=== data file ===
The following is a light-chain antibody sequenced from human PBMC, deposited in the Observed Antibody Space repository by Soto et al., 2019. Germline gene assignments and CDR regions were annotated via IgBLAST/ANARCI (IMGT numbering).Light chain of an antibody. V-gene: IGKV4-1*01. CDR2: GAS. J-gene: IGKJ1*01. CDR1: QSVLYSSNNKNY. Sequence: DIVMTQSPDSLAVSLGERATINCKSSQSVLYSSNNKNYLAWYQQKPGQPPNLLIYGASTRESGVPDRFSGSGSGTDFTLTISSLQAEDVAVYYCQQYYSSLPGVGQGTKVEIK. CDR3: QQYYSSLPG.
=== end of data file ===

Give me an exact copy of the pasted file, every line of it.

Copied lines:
The following is a light-chain antibody sequenced from human PBMC, deposited in the Observed Antibody Space repository by Soto et al., 2019. Germline gene assignments and CDR regions were annotated via IgBLAST/ANARCI (IMGT numbering).Light chain of an antibody. V-gene: IGKV4-1*01. CDR2: GAS. J-gene: IGKJ1*01. CDR1: QSVLYSSNNKNY. Sequence: DIVMTQSPDSLAVSLGERATINCKSSQSVLYSSNNKNYLAWYQQKPGQPPNLLIYGASTRESGVPDRFSGSGSGTDFTLTISSLQAEDVAVYYCQQYYSSLPGVGQGTKVEIK. CDR3: QQYYSSLPG.